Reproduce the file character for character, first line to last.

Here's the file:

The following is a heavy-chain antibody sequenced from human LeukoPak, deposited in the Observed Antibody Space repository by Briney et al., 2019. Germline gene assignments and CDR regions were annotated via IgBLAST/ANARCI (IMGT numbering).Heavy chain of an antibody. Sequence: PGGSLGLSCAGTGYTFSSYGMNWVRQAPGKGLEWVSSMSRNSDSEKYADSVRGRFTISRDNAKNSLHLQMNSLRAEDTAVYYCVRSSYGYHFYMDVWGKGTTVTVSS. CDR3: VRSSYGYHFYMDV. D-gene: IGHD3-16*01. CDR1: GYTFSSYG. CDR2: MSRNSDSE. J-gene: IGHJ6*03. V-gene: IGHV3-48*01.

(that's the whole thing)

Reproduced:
The following is a heavy-chain antibody sequenced from human LeukoPak, deposited in the Observed Antibody Space repository by Briney et al., 2019. Germline gene assignments and CDR regions were annotated via IgBLAST/ANARCI (IMGT numbering).Heavy chain of an antibody. Sequence: PGGSLGLSCAGTGYTFSSYGMNWVRQAPGKGLEWVSSMSRNSDSEKYADSVRGRFTISRDNAKNSLHLQMNSLRAEDTAVYYCVRSSYGYHFYMDVWGKGTTVTVSS. CDR3: VRSSYGYHFYMDV. D-gene: IGHD3-16*01. CDR1: GYTFSSYG. CDR2: MSRNSDSE. J-gene: IGHJ6*03. V-gene: IGHV3-48*01.